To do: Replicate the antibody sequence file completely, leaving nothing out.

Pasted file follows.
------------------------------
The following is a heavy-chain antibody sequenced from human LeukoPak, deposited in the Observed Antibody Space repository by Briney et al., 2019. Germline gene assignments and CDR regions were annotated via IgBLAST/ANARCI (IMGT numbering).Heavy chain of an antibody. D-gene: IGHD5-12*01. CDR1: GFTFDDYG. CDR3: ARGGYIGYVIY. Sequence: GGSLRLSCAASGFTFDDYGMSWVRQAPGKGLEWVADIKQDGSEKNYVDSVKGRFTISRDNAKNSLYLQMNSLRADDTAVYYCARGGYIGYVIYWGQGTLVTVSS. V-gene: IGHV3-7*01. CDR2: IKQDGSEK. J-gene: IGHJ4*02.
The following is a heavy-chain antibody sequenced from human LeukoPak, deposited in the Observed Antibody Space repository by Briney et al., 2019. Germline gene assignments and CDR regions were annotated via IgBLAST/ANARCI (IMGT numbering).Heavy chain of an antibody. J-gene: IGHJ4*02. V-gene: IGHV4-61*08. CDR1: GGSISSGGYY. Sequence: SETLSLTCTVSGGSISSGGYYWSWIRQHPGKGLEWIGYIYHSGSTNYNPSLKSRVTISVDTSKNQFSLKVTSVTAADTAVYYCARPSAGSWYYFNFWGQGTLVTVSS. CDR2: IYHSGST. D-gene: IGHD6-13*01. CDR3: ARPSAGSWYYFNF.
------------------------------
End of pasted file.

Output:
The following is a heavy-chain antibody sequenced from human LeukoPak, deposited in the Observed Antibody Space repository by Briney et al., 2019. Germline gene assignments and CDR regions were annotated via IgBLAST/ANARCI (IMGT numbering).Heavy chain of an antibody. D-gene: IGHD5-12*01. CDR1: GFTFDDYG. CDR3: ARGGYIGYVIY. Sequence: GGSLRLSCAASGFTFDDYGMSWVRQAPGKGLEWVADIKQDGSEKNYVDSVKGRFTISRDNAKNSLYLQMNSLRADDTAVYYCARGGYIGYVIYWGQGTLVTVSS. V-gene: IGHV3-7*01. CDR2: IKQDGSEK. J-gene: IGHJ4*02.
The following is a heavy-chain antibody sequenced from human LeukoPak, deposited in the Observed Antibody Space repository by Briney et al., 2019. Germline gene assignments and CDR regions were annotated via IgBLAST/ANARCI (IMGT numbering).Heavy chain of an antibody. J-gene: IGHJ4*02. V-gene: IGHV4-61*08. CDR1: GGSISSGGYY. Sequence: SETLSLTCTVSGGSISSGGYYWSWIRQHPGKGLEWIGYIYHSGSTNYNPSLKSRVTISVDTSKNQFSLKVTSVTAADTAVYYCARPSAGSWYYFNFWGQGTLVTVSS. CDR2: IYHSGST. D-gene: IGHD6-13*01. CDR3: ARPSAGSWYYFNF.